Free for Comcast Xfinity Internet customers, the Flex is a very cheap way to get access to streaming services such as Amazon Prime Video and Netflix. Plus, the Flex lets you monitor and control other devices connected to your home network. 

However, the Flex has far fewer services than other streaming devices—there's no Disney+, nor is there Spotify, to name a few—which limits its usefulness. But, almost to make up for any gaps, Flex devices get early access to the latest streaming service, as NBC's Peacock is here well before its official nationwide July 15 debut. Yes, Comcast is giving Peacock Premium to Flex devices (it should arrive soon if it hasn't already) for free (a $4.99 value). Still, because it's free, there's no harm in picking one up and waiting for other streaming services to arrive. 

Read our full Xfinity Flex review.

How to choose the best streaming device for you

Figuring the right streaming device for your needs is pretty easy. While everyone should start with the Roku Streaming Stick+, your mileage may vary. If your budget is tight, the Google Chromecast can bring a lot of content to your TV without adding the clutter of a remote. 

If you own a lot of digital media that you want to watch on your TV, the Roku Ultra makes that process super easy, so you'll never need to think about what a media server is. But if you're a performance first type, and watch a lot of 4K UHD content, the Nvidia Shield TV is where you should start. 

Lastly, folks who already treat Alexa like a member of the family should consider the 2nd Gen Fire TV Cube, which makes controlling your entertainment as easy as talking. That being said, it's quite expensive, and the Roku Streaming Stick+'s remote also supports voice commands, you just have to click the microphone button, whereas the Fire TV Cube is hands-free.

How we test streaming devices

Testing streaming players is usually a simple process that prioritizes content over performance. Any streaming player worth its salt can play video well, but only a good one possesses straightforward navigation, robust search features and a wide variety of content to suit all tastes.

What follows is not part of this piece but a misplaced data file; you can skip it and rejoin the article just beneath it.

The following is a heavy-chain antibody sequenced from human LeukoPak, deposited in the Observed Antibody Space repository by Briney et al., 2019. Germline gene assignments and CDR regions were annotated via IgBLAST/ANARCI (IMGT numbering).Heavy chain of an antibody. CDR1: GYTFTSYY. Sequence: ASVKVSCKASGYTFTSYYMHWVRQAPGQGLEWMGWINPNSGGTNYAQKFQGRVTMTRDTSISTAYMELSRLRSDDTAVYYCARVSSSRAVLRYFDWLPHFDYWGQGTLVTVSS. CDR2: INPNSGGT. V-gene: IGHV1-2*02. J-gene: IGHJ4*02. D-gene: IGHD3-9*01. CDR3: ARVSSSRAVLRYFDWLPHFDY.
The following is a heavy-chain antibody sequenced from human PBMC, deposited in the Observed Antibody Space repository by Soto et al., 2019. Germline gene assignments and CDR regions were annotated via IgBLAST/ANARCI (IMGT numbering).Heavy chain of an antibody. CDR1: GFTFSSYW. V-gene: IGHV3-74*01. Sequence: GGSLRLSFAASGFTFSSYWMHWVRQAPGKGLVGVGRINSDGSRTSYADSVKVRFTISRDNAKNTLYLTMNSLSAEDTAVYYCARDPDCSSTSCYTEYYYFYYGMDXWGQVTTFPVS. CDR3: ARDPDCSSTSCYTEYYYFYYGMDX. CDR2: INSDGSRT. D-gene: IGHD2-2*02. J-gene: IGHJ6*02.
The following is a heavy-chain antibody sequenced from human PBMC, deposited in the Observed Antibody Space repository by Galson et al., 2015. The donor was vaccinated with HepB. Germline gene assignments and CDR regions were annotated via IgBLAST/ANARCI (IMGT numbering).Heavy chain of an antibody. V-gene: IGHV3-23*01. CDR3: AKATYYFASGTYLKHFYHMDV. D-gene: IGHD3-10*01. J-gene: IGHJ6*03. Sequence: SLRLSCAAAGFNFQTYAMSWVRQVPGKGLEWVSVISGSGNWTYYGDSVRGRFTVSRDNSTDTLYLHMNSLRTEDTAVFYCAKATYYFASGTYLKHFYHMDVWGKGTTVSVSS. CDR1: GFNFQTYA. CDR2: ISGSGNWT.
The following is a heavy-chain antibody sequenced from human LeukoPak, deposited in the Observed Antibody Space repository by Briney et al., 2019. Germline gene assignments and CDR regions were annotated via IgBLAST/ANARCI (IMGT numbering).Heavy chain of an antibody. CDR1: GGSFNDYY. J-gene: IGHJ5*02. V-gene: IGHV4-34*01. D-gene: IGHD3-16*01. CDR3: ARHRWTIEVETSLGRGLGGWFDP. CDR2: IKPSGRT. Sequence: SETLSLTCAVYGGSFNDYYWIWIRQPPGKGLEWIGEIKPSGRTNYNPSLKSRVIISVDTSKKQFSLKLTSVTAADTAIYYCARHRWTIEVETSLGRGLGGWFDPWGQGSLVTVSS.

The first thing we evaluate is the setup, to see how quick and simple it is. From there, we take the user interface for a spin to see what content gets highlighted, what gets hidden, and how easy it is to navigate to our favorite channels. We'll also watch a few different shows on a variety of channels to gauge the quality of the video and audio.

After that, it's onto the extra features, like gaming, voice search and screen mirroring. These factors don't weigh quite as heavily toward the final score, but they're nice to have if they work well, and extremely distracting if they don't.

  • jmazz
    With the exception of the "G-Box Midnight MX2," which is outdated right now, what the author does not tell you is that he is not being too specific about these media form factor devices that are on the market right now. That is either because the author is unfamiliar with this, or because he chooses not to be clear about it, or because he thinks that if it is not paid video watching it is not worth it. What he should have called the article is : "The best paid video content media players." There is a whole new market for media streaming boxes that can not only act as second choice desktops but do media streaming and much more as part of their function. These are boxes such as the Probox2 EX, the MINIX Neo X8, the Rikomagic MK902II ,etc. These type of media streamers are much more powerful then this restricted, low functionality, low power boxes in the article. The form factor that I am talking about will become even more powerful once they start using google's new mobile operating system Lollipop.

    What the boxes such as Apple, Roku boxes excel at is streaming paid video and not much more while the media boxes that I mentioned offer you the use of unrestricted applications use, the streaming of media through applications such as XBMC (KODI) ,and a lot more interaction with your media.